There is a moment in one of the early episodes of Motherland: Fort Salem that beautifully, and frustratingly, hints at the show’s great potential: Two young women, conscripted into an army of American witches learning combat magic at the titular facility, sneak away from the drudgery of basic training and into a moonlit wood. One of them, Scylla (Amalia Holm), is a bit savvier than the newest recruit, Raelle (Taylor Hickson), and she’s secreted away patches that, when applied to the skin, allow a witch to float upward in the air and propel herself in flight. The two women rise against a sky awash in a gorgeous lunar blue, buoyed by the drug and, most potently, by their attraction to each other. As their eyes fill with a rich, cloudlike whiteness and widen in an almost delirious pleasure, they glide toward each other in a sumptuous kiss. The moment is grandly romantic yet tinged with menace: Scylla harbors a secret, one that will devastate her lover.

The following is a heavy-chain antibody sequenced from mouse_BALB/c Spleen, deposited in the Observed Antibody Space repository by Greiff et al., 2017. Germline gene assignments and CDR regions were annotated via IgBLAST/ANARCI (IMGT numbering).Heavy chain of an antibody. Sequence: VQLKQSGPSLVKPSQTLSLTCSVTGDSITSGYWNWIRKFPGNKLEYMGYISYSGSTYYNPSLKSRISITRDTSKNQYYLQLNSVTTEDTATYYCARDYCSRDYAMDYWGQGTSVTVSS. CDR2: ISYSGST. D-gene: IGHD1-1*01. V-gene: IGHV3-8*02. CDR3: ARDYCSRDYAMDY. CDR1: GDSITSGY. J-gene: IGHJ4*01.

The moment’s beautiful imagery introduces the physical, lived reality of being a super-powered person—more than a little terrifying but equally exhilarating, every gesture filled with boundless potential that must still be wrangled into careful control. Yet it’s frustrating because it holds a complexity that the show too often forfeits as it attempts the blood-flecked froth of other baroque teen dramas like Riverdale. Just when the series seems poised to say something profound and uncomfortable about power and exploitation, it becomes disappointingly rote. Motherland: Fort Salem has a compelling premise: In its alternative history, the U.S. government makes a pact with the most powerful of the Salem witches to suspend the infamous witch trials—provided that the witches use their remarkable gifts to advance America’s military agenda. The only way for witches to survive is to kill and die for a country that, for all intents and purposes, would’ve been content to see them hang.